The Imaginary Lives of Mechanical Men

Stories by Randy F. Nelson


"These lightly absurd tales, recalling Barthelme in their elegance and T. C. Boyle in their inventiveness, trace some of the boundaries of human loneliness and need for connection. In these stories the natural and mechanical worlds clash again and again, and in that clash the author finds comedy and vibrant life."
—Erin McGraw, author of The Good Life: Stories

"Nelson has a great range of interests and a wicked sense of paradox. He is disciplined and adventurous in equal measure."
—Robert Anderson, author of Little Fugue: A Novel

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The mechanical men in these stories—Industrial Age holdovers, outsiders wanting for relevance and respect, or overwhelmed people who confuse the certainties of one reality with the doubts of another—are cut off in some way from contemporary culture.

Sometimes in these stories, which Randy F. Nelson calls "thought experiments about values in conflict," the characters are like the Native American prison guard in "Escape": Rifkin thinks that atonement is possible even for fugitive killers. Others are less sanguine. In "Breakers," a corporate hitman arrives on a forgettable island off the African coast. His mission: to shut down a hellish, polluting, ship-demolition business. His nemesis: a lawyer, now gone Heart-of-Darkness crazy, who preceded him years earlier for the same purpose. The bottom drops out in other stories, rearranging all reference points to good and bad, true and false. In "Abduction," for instance, a distraught young woman summons a tabloid reporter to a grubby hotel room, where the now-lifeless alien who had invaded her body lies wrapped in a sheet.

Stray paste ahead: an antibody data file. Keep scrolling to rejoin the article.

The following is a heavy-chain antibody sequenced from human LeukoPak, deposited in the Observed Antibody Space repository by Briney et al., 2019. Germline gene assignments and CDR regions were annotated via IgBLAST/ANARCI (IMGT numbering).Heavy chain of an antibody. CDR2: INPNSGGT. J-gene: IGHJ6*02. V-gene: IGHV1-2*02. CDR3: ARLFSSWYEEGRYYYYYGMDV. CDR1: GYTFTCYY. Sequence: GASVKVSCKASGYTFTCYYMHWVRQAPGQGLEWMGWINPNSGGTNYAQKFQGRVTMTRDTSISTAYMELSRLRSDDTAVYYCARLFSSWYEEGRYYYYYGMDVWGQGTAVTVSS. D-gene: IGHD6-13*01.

Nelson once explained his motivations by alluding to a line in a Gabriel García Márquez story. A crowd of villagers are gazing upon a man, "but even though they were looking at him, there was no room for him in their imagination." "Stories and characters and situations that ask the imagination to accommodate something bigger, further, deeper—that's what I'm after," said Nelson.

Flannery O'Connor Award for Short Fiction

Page count: 224 pp.
Trim size: 5.25 x 8


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Randy F. Nelson is a professor of English at Davidson College. He is the author of The Almanac of American Letters. Nelson's stories have appeared in such publications as Gettysburg Review, North American Review, and Kenyon Review.